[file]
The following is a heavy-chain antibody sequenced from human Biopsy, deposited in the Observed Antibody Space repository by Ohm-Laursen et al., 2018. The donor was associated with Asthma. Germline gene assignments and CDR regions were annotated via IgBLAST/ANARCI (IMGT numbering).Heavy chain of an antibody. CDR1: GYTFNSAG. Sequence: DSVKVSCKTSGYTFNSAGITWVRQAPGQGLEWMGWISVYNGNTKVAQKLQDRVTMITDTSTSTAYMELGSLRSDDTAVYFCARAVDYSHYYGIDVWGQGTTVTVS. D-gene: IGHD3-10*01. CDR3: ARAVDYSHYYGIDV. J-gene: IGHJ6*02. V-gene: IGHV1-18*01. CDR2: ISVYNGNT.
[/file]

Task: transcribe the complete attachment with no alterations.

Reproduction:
The following is a heavy-chain antibody sequenced from human Biopsy, deposited in the Observed Antibody Space repository by Ohm-Laursen et al., 2018. The donor was associated with Asthma. Germline gene assignments and CDR regions were annotated via IgBLAST/ANARCI (IMGT numbering).Heavy chain of an antibody. CDR1: GYTFNSAG. Sequence: DSVKVSCKTSGYTFNSAGITWVRQAPGQGLEWMGWISVYNGNTKVAQKLQDRVTMITDTSTSTAYMELGSLRSDDTAVYFCARAVDYSHYYGIDVWGQGTTVTVS. D-gene: IGHD3-10*01. CDR3: ARAVDYSHYYGIDV. J-gene: IGHJ6*02. V-gene: IGHV1-18*01. CDR2: ISVYNGNT.